My grandmother (the good, good one) was visiting us, and my mother had planned a big dinner. An eight pound beef roast sat on our kitchen counter, thawing out for the upcoming feast. My grandmother heard a commotion, and walked in to find Elf with the giant slab of meat clenched firmly in her jaws. My grandmother shouted “NO NO NO,” and reached out with both hands to rescue the meat. Elf snapped at her. My grandmother called out for my mother, who came running into the kitchen and immedaitely understood the situation. My mother spoke firmly to the dog and reached for the roast. Elf snapped at her as well.

I didn’t see any of this. I came in at the part where my mother told me that my grandmother was going to be in charge for a little while, and that she would be back soon. She put Elf on a leash and left. When she returned, Elf was not with her.

The only thing that was ever said about it was this: “I will not have a dog that snaps at its owner.”

We sat around the dinner table that night as if nothing out of the ordinary had happened, though my father seemed unusually quiet.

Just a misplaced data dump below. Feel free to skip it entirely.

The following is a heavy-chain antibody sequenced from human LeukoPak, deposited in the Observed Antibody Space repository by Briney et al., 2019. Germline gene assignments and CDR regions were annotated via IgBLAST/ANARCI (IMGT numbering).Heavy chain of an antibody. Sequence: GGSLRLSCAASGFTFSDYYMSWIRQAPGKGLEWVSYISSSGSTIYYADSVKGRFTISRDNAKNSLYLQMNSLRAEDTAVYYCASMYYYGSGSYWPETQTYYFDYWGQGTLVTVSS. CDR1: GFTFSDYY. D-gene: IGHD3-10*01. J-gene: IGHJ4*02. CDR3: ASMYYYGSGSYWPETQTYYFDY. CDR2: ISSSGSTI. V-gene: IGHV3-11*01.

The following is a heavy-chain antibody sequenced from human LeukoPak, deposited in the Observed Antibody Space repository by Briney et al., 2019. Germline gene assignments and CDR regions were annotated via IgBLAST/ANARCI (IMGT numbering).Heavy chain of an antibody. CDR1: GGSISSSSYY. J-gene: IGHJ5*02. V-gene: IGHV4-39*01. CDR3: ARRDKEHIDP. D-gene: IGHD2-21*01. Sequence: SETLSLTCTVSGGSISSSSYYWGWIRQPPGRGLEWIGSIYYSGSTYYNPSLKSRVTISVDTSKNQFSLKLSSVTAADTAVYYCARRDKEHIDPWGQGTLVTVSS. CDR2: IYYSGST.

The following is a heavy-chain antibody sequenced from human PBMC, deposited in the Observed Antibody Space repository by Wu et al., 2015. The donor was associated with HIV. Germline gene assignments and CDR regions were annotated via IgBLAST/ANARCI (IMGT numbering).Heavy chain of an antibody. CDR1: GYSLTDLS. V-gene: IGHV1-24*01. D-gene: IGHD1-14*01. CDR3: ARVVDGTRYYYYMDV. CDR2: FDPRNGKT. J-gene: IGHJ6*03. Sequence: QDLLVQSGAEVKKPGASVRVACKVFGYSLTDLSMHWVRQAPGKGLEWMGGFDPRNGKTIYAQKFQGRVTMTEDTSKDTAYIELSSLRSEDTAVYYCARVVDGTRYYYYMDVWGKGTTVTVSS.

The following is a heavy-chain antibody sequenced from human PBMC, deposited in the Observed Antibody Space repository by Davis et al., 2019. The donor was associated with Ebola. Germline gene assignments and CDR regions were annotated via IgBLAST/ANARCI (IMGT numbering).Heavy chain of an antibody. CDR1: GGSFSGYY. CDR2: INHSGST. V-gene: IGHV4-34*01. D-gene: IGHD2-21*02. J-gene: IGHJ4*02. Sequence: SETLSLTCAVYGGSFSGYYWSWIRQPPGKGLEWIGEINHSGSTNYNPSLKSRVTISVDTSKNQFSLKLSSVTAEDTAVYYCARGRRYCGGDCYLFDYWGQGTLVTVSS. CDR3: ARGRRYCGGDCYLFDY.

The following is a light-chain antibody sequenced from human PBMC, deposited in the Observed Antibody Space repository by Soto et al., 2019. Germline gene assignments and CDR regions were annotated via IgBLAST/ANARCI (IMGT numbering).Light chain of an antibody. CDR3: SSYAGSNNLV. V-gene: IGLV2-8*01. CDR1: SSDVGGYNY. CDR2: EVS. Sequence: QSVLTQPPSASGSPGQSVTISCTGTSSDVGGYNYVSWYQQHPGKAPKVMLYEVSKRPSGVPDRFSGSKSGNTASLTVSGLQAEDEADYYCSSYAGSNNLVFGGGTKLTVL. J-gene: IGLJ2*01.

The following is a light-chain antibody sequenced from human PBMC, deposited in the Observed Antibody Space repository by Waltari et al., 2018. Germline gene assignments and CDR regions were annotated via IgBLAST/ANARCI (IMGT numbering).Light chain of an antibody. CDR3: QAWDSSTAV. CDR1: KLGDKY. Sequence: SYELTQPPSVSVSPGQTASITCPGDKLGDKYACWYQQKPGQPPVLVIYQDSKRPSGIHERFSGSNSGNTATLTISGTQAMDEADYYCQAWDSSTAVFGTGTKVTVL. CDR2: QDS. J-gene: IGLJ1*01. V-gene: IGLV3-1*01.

I understood that we were not supposed to talk about it, but I was sick with sadness and confusion. I remembered the time when Elf was brand new, her eyes still closed tight, her body squat and furrowed with newborn puppy wrinkles. I was sitting inside the pen holding Elf on my lap, and somehow she slipped off. I picked her up, horrified at my clumsiness, and saw a tiny bubble of blood at the side of her nose.

After dinner that night, after my mother had finished the dishes and turned off the kitchen light, I said, “Mommy, do you think it’s all my fault? Do you think Elf was such a bad dog because of the time when I dropped her when she was a tiny puppy?”